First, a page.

Everyone has the right to financial independence. If your partner is controlling your money or other financial assets, you are experiencing financial abuse. This is a form of domestic violence.
What is financial abuse?
Your partner may be controlling you financially in a number of different ways. These can include:
- Preventing you from getting or keeping a job
- Making you ask for money
- Making you account for every penny you spend by showing receipts
- Not allowing you to spend money on yourself or your children
- Controlling your bank account
- Stealing, taking or demanding money from you
- Taking control of any welfare benefits that you receive
- Insisting that all the utility bills or any credit is in your name
- Placing debts in your name
If you are experiencing financial abuse or are facing financial difficulties after leaving an abusive partner download the free guide You Can Afford to Leave.
(Please note that not all the information in this guide is relevant to residents of Scotland. However, you may still find the general information useful.)
When Seon met her abusive ex-partner she was totally independent. She worked hard, was careful about budgeting and had no debt. Eight years later, when she escaped him, she had no job, massive debts and was on the brink of homelessness.
The financial abuse started after the birth of their first child, when Seon gave up her job to care for the baby. Her partner refused to contribute anything towards the care of the baby. He even forced Seon to register the baby with an unknown father, so that he would not have to pay child support and she would get extra benefits as a single parent.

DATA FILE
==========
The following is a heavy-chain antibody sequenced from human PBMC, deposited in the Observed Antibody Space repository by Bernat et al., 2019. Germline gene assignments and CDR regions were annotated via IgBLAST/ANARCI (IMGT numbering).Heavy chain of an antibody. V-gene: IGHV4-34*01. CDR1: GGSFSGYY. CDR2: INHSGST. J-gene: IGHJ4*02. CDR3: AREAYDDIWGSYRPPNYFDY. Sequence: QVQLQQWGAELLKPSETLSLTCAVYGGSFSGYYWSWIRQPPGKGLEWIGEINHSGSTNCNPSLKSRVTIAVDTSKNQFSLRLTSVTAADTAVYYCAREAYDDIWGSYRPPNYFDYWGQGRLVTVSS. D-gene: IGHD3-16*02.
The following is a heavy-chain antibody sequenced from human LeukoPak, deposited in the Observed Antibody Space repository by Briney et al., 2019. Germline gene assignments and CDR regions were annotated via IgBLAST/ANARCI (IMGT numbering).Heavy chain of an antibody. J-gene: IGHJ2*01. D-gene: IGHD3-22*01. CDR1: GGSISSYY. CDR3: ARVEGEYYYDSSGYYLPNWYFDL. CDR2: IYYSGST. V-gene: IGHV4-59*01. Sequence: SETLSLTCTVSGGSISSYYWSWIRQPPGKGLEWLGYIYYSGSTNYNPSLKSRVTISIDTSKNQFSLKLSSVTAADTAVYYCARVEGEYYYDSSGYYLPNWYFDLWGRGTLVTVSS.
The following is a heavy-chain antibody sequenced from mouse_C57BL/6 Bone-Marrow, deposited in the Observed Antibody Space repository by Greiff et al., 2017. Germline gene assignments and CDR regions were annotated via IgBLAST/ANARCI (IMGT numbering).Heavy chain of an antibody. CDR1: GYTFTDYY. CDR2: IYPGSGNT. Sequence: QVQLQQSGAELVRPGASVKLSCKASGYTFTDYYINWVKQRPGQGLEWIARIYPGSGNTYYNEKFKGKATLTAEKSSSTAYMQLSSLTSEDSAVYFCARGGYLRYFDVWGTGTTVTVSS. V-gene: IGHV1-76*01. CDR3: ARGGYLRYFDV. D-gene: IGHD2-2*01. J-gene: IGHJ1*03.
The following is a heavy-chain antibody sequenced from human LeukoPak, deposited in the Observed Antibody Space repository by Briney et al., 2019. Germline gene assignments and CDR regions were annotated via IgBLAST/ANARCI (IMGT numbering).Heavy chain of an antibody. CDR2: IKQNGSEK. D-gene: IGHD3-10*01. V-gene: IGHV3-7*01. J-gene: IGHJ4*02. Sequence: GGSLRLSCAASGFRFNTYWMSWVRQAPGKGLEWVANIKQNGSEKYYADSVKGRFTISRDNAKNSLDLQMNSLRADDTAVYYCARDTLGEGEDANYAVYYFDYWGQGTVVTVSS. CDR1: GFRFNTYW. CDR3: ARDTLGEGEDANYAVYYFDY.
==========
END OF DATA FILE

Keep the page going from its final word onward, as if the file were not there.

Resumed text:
Seon’s partner then started to put debts in her name. He would buy expensive things and put the credit in Seon’s name. He forced her to take out small high rate loans and credit cards and put all the utility bills in her name. Seon felt completely trapped by all these debts, knowing that if she tried to leave she would just take them with her. With a baby to look after, she could not run the risk of becoming homeless.
After eight years with her partner, the birth of her second child gave Seon the strength to leave the relationship.
Despite many struggles, Seon was able to find new rented accommodation. She started working part-time, and studied at a local college in the evenings. With the help of a specialist Refuge worker, she was able to regain her financial independence and confidence and manage the debts she had been left with by her ex-partner.
Seon is now working on developing a new career and studying full-time from home. She says:
“Refuge has given me help to clear the worst of my debt. This has had a profound and positive impact on my mental state and it has also given me the opportunity to start with a clean slate. I still have other debts which I have to clear, but because of Refuge’s help and continued support, I have now re-learnt how to budget in a realistic way.”
Contact the 24-hour National Domestic Violence Freephone Helpline on
0808 2000 247